Horse Slaughter: NOT a Necessary Evil

February 14, 2010

In 2006, approximately 105,000 horses were slaughtered in the United States. Some of the meat was used by zoos to feed large carnivores, but the vast majority of it (42 million dollars’ worth) was sold to Europe and Japan for human consumption.

However, because all horse slaughter took place at only three plants (two in Texas and one in Illinois, all Belgian-owned), most Americans were unaware that it was happening until proposed legislation in 2006 made the issue public.

In 2007, court rulings shut down all three plants, effectively ending horse slaughter in the United States.

I believe that, in the long run, this will be a good thing. But it was NOT the simple, magical solution that many proponents were hoping for. For many decades, slaughter provided an easy, convenient disposal system for tens of thousands of “extra” horses, and those extra horses aren’t going to disappear overnight.

In an ideal world, owners who no longer had the option of sending those horses to slaughter would keep them and care for them instead, or humanely euthanize them. But obviously we don’t live in an ideal world. I don’t doubt that some people have indeed stepped up and taken responsibility, but many others have shipped horses off to slaughter in Mexico and Canada, sent them to over-crowded rescues and humane societies, given them away to people who have neither the money nor skill to adequately care for them, or simply abandoned the horses to fend for themselves (and die of starvation).

And, of course, the problem has been made worse by the bad economy and abysmal horse market. When healthy, well-bred, well-trained horses are selling for a few hundred dollars, very few people are willing to sink time and money into an old broodmare from a failed breeding program or a young racehorse who was injured on the track.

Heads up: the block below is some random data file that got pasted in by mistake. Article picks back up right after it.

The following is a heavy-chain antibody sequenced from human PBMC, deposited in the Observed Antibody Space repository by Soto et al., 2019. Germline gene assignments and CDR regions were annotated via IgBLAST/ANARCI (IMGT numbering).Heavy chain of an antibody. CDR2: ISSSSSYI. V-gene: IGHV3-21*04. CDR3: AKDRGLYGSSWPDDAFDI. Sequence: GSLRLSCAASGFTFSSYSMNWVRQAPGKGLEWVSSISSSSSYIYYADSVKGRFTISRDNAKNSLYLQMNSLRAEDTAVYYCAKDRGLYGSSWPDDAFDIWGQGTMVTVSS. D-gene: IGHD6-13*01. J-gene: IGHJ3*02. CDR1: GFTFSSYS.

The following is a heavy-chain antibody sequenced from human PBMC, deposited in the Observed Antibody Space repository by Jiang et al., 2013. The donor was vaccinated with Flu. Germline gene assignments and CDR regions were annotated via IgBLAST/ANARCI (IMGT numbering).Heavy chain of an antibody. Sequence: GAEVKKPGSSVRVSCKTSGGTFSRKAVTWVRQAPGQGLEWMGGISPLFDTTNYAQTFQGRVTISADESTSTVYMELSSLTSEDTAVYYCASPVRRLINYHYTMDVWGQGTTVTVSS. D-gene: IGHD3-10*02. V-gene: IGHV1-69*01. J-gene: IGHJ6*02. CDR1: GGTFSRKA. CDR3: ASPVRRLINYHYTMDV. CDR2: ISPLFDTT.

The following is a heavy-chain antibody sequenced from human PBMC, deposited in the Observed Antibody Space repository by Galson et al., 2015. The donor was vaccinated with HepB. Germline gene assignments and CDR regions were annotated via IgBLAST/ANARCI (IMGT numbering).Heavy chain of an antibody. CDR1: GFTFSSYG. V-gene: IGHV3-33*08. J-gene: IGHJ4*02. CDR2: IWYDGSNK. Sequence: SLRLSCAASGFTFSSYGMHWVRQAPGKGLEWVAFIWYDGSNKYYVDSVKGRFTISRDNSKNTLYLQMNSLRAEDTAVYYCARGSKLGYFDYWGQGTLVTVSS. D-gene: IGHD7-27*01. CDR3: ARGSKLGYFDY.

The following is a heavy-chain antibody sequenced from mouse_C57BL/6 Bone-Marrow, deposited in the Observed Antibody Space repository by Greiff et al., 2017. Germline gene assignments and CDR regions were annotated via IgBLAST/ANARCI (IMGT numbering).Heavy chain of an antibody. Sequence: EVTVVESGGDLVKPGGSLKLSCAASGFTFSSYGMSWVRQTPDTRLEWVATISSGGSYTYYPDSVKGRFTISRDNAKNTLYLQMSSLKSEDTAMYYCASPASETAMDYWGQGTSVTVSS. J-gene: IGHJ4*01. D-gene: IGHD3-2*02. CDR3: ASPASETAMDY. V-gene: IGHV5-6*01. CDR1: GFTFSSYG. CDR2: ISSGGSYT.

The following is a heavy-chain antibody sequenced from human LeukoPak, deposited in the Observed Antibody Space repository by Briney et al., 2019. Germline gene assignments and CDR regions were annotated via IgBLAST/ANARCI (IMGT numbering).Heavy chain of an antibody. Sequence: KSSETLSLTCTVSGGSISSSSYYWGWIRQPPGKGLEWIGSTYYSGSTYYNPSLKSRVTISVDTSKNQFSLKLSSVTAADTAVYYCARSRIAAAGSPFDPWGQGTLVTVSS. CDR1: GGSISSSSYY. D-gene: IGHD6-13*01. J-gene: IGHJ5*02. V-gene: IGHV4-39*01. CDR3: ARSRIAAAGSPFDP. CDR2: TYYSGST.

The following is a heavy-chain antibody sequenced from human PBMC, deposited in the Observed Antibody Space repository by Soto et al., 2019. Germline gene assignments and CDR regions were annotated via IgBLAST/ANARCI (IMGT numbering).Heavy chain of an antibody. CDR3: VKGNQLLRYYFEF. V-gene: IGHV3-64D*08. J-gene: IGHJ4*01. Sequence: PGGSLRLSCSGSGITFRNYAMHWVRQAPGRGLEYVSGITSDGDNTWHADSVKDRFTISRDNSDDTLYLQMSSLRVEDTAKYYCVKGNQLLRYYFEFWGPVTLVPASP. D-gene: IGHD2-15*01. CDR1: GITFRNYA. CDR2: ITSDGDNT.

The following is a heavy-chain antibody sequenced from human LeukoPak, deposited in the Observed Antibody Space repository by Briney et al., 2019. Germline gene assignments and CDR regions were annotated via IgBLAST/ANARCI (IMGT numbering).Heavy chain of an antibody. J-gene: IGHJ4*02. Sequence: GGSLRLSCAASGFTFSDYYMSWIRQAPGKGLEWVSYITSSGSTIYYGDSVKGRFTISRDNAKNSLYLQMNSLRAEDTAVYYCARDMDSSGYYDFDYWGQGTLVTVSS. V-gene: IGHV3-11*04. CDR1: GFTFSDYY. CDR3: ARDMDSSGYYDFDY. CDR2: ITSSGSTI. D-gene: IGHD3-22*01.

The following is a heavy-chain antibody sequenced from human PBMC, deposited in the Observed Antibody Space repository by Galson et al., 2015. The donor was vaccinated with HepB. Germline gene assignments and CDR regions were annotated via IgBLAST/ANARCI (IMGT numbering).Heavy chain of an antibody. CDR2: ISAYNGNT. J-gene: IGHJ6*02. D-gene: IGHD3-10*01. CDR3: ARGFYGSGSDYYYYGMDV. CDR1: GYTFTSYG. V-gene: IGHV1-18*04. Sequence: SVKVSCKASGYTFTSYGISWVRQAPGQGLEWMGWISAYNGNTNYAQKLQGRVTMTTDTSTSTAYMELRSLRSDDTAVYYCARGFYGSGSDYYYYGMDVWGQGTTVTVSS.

Slaughter did indeed provide an outlet unwanted horses– but it also encouraged the production of those same horses. It wasn’t a cure, it was a Band-Aid. If we weren’t breeding 100,000 “extra” horses every year, we wouldn’t need slaughter to dispose of them.

Although I agree with the pro-slaughter advocates who claim that slaughter in the United States is much more humane than in some other countries, our horses deserve better than to be loaded onto a crowded trailer with strange horses, shipped to a feedlot, chased into a chute and killed with a bolt through the head. And this is particularly true of horses who served the purpose they were bred for, whether they were racehorses, work horses or pleasure horses, and simply outlived their usefulness. Sending an old or injured horse to slaughter (even indirectly, by sending it to an auction) instead of having it humanely euthanized is the epitome of selfishness and cowardice.

To fix the slaughter problem, we have to fix the unwanted horse problem. And to fix the unwanted horse problem, we have to go to the source– the breeders. The people who produce horses MUST start taking responsibility for those horses, and I don’t believe many of them will do so as long as slaughter gives them an easy out.

If you want to learn more about the horse slaughter issue, here are some good resources:

Horse Slaughter Statistics: 1989 to Present (Animal Welfare Institute)

Horses Spared in U.S. Face Death Across the Border (NY Times)

Surge in Abandoned Horses Renews Debate Over Slaughterhouses (NY Times)

Slaughter article archives at

Horses to the Slaughter (

The Slaughter Debate: A Two-Sided Issue (Horse & Rider magazine)